It is obvious that you did not bother to even read the manual before posting. From the Enterprise COBOL Language Reference
manual on the INTEGER-OF-DATE function:
The returned value is an integer that is the number of days that the date represented by argument-1 succeeds December 31, 1600 in the Gregorian calendar.
And from the same manual on the DATE-OF-INTEGER function:
argument-1 A positive integer that represents a number of days succeeding December 31, 1600, in the Gregorian calendar. The valid range is 1 to 3,067,671, which corresponds to dates ranging from January 1, 1601 thru December 31, 9999.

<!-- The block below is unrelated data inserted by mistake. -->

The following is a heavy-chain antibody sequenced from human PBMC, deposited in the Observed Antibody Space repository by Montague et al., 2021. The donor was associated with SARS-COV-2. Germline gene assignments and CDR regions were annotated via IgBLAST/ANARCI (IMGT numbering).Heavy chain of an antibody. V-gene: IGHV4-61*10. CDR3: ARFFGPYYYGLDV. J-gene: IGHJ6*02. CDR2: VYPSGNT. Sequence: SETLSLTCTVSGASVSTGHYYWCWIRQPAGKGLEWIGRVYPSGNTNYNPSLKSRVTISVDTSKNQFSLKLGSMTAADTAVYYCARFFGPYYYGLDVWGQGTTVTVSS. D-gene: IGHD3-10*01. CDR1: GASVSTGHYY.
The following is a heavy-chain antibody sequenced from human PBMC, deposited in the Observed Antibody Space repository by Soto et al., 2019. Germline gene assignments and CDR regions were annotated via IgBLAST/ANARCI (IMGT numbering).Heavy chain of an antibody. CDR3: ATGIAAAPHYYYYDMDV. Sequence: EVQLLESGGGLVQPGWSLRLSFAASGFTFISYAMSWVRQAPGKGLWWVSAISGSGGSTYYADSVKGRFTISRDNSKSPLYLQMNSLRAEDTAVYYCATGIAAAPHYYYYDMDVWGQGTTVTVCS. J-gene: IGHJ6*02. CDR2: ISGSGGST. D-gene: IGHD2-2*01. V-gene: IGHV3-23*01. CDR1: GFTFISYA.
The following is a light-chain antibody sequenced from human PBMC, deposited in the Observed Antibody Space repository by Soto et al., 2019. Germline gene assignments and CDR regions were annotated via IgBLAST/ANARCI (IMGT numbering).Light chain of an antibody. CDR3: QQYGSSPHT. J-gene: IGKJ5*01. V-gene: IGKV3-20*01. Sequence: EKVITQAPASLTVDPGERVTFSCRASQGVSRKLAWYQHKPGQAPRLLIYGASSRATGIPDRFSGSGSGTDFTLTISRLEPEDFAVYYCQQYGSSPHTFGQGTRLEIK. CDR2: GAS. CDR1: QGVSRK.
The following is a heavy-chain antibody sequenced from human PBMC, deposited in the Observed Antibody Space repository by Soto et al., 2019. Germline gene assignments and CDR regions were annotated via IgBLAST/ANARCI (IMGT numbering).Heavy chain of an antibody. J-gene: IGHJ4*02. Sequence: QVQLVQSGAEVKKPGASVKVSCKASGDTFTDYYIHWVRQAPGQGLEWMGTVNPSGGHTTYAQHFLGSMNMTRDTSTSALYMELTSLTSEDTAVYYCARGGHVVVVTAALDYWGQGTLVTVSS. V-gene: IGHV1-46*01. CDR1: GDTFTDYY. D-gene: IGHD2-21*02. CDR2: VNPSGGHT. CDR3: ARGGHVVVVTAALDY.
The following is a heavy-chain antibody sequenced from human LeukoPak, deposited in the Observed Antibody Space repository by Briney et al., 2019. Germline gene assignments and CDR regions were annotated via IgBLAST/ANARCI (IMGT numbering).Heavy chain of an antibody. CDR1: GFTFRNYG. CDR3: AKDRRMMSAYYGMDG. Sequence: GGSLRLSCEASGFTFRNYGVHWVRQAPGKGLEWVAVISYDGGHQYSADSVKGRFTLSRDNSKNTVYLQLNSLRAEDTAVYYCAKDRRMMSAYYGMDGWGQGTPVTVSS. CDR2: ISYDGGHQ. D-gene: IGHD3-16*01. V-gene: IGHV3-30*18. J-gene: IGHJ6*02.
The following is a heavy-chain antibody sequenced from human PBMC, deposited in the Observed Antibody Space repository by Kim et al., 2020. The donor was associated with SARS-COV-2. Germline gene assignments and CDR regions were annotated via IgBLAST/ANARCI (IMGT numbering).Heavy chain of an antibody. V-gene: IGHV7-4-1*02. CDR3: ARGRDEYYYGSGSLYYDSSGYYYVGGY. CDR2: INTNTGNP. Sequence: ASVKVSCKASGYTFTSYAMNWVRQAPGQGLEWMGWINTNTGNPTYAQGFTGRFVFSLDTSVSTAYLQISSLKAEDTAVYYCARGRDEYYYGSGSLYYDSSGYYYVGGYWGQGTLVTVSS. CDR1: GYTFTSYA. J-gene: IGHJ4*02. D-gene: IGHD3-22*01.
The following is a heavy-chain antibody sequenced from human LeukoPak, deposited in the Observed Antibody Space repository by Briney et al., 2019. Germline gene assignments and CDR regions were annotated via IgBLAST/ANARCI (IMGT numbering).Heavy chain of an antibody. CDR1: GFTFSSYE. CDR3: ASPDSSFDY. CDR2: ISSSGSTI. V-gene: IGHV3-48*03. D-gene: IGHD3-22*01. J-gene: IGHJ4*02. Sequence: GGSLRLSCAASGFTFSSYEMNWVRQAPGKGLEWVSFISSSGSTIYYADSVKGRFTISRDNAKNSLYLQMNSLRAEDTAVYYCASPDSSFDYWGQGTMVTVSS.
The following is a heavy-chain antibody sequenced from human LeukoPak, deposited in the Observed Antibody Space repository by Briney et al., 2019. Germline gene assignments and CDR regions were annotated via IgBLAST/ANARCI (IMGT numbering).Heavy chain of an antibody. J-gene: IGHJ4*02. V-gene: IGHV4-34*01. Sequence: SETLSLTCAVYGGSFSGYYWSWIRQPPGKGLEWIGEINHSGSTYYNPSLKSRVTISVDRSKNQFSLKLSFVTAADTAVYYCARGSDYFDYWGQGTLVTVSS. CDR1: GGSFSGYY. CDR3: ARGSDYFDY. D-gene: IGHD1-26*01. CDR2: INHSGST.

So the first function will convert your date to a number of days since December 31, 1600. You can add or subtract a number of days (as long as you don't exceed the limits of 0 to 3,067,671) and you still have a number of days since December 31, 1600. Since the DATE-OF-INTEGER function converts the number of days since December 31, 1600 to a date value, WHY would you think there would be any problem with months (or even years) since you're dealing with an integer value, NOT date values?
The next time you post a problem and then start complaining that the response doesn't solve your problem, you would be wise to at least READ THE MANUAL before you post your erroneous guesses. Better yet, TEST THE SOLUTION and if it doesn't provide you what you want, then you can at least provide your test data, the actual result, and what you expected the result to be.